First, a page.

“Childlike wonder” is a phrase that gets thrown around a lot. Most positively (assuming it’s not being applied to an actual child) it means an adult has dropped the cynical, jaded outlook they may have and give into just being amazed at something. Of course it can be applied negatively as well, as opponents may deride someone for dropping their critical thinking or good sense and approaching a situation with zero objectivity. But more often than not it’s a good thing since it evokes a simpler time in our lives, one when we weren’t so analytical about everything but accepted the majesty of the world as it was.
Pete’s Dragon is a remake of the classic Disney movie that updates the story for the current generation. In this version Pete (Oakes Fegley) is an orphan who has been living in the woods for years. When he’s discovered by a park ranger named Grace (Bryce Dallas Howard), he’s taken back to civilization, but not before he tells her he’s survived all this time thanks to a dragon who lives there named Elliot, one that matches the local legends kept alive by Meacham (Robert Redford), an old woodworker who makes trinkets for the kids in the area. The conflict in the story comes from Gavin (Karl Urban) who wants to clear the woods for logging. So Pete, Elliot and the rest have to not only help Pete find his place in the world but help save Elliot and the environment he’s called home.
The first poster shows Pete hiding behind a tree in a forest full of tall trees. In the background, looking like he’s trying to hide behind a tree himself, is the dragon, just obscured enough that the audience can’t get a good look at him. A motion poster version accompanied this that used the same image but with the dragon fading in slowly, as if materializing from Pete’s imagination.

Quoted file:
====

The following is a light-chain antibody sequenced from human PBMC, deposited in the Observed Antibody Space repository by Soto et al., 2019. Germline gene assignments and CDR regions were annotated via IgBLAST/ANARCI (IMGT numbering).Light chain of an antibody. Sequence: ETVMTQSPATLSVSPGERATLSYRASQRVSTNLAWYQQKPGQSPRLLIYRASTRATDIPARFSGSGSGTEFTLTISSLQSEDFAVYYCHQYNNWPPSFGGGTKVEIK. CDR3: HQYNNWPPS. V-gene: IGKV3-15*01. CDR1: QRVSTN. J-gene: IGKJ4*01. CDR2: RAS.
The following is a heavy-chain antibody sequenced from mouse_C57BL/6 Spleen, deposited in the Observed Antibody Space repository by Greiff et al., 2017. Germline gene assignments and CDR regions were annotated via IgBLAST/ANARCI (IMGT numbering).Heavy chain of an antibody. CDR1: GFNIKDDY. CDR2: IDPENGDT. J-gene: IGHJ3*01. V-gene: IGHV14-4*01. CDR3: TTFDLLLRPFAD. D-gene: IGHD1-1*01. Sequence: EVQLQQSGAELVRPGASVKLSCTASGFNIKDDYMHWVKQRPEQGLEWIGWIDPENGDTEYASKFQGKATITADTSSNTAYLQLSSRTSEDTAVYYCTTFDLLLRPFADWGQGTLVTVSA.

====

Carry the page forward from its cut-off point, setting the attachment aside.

The next poster has Pete relaxing in the crook of Elliot’s tale. It’s a simple image but again shows us that Elliot is more furry than he is in the original and that this is going to be about the friendship between the two of them. “Some sequels are too big to keep” reads the copy that’s just below the title treatment.
The teaser trailer is just that. We see a young go running through a massive forest. We see there are adults who have heard of him and are shocked he’s been surviving out there on his own for six years. There are a few shots of the boy being introduced into civilization, something that doesn’t appear to go great, before we’re back in the woods and get a small glimpse of the dragon
It’s good at setting up the premise of the story without showing too much. We see where the central conflict is going to come from, though I take issue with the decision to hide the dragon like they do. Is there really something to be gained by keeping him under wraps like this?
The first full trailer introduces us to Pete via him being discovered by a couple forest rangers who, along with the police, don’t know what to do with him and can’t believe he’s been out there for six years alone. But as he explains, he wasn’t alone: He had Elliot. Introducing Elliot to the people goes as well as you’d expect and we get some shots of Pete acclimating to society, which is a bit dicey, and we see that not everyone is thrilled with things. It appears the evil group here are a bunch of loggers, though that’s not stated outright.
It’s a big trailer that comes off a lot like the spot for Where The Wild Things Are from several years ago in how it’s designed to introduce you to a child’s sense of imagination and wonder. It’s going to hit you right in the feels, which is largely the point.